Users won't accept an interface on their desktops that is the same as their smartphones, I don't believe that Ubuntu's Unity interface is going to change that. Thank you Microsoft for showing how bad an idea that is. There are good, understandable reasons for the difference, and users can understand and use different paradigms on each.
    • Right size fits all

      "Users won't accept an interface on their desktops that is the same as their smartphones"

      Which is precisely why Ubuntu isn't going to present them the same interface on their desktop as on their smartphone. If you look at what was offered in Ubuntu 13.10 on those two form factors, you see familiar but a slightly different interface on each that is tailored to that form factor. However, underneath that top later, they are the same platform, and will in fact be the exact same code in 14.10.

      Apps too, if using the Ubuntu SDK, will take this approach, they will have one codebase but present an interface that is different enough to be suited to the form factor it's running on, but similar enough to be familiar to the user and have all the same features.
      • It's all about the SDK

        As a developer I've noticed this has been the biggest overlooked part. I've used the Android SDK, IOS (3-7), and now the Ubuntu SDK. I can tell you, if I could code against one SDK for Mac and IOS devices, the news would be all over that! Yet, here we can do that right now with Ubuntu and some people just disregard it.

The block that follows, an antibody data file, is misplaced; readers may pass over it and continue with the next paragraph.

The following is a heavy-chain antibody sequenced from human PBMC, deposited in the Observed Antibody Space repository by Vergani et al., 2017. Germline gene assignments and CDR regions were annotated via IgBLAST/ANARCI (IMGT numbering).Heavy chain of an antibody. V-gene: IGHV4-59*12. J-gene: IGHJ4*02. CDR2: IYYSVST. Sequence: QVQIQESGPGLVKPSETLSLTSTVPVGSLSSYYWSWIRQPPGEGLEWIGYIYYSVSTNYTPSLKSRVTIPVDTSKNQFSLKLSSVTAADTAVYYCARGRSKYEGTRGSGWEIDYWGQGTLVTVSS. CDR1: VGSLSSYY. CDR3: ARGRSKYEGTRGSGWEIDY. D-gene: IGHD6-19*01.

Responsive Websites are all the rage (and rightly so), but here you have responsive applications!
        Michael Christenson II
        • Bingo - you got it!

          It is all about the SDK and the approach taken with Ubuntu Touch is exactly what will make it work.
  • Linux looks outdated

    Don't get it. This OS Ubuntu looks more ancient than Windows XP. Yet it gets treated great. The interface of XP is way better than Linux which looks old as the Windows 95 interface. I'll stick with my "dinosaur" XP. I just have to use Zorin as a backup OS. Maybe dual boot. Only because Microsoft forced us XP users to make a choice. And I certainly won't take over-hyped Windows 7. Or stupid big tiles 8.
    • Windows XP looks outdated

      You have no idea were you are talking about. Ubuntu is beautiful and great, many times better than the old XP and the 'ugly' windows 8 metro/modern ui
    • Re: Linux looks outdated

      Friends should not let friends make such uninformed statements as the one you made.

      "Linux looks outdated"

      What distro are you even talking about, jackie33? You say you are using Zorin as a backup OS, do you have it skinned to look like XP?

      As far as Ubuntu being compared to Win 95, I have to ask... Are you taking the crack?
    • Re: Linux looks outdated

      Either you don't know what you're talking about, or your comment was simply trolling.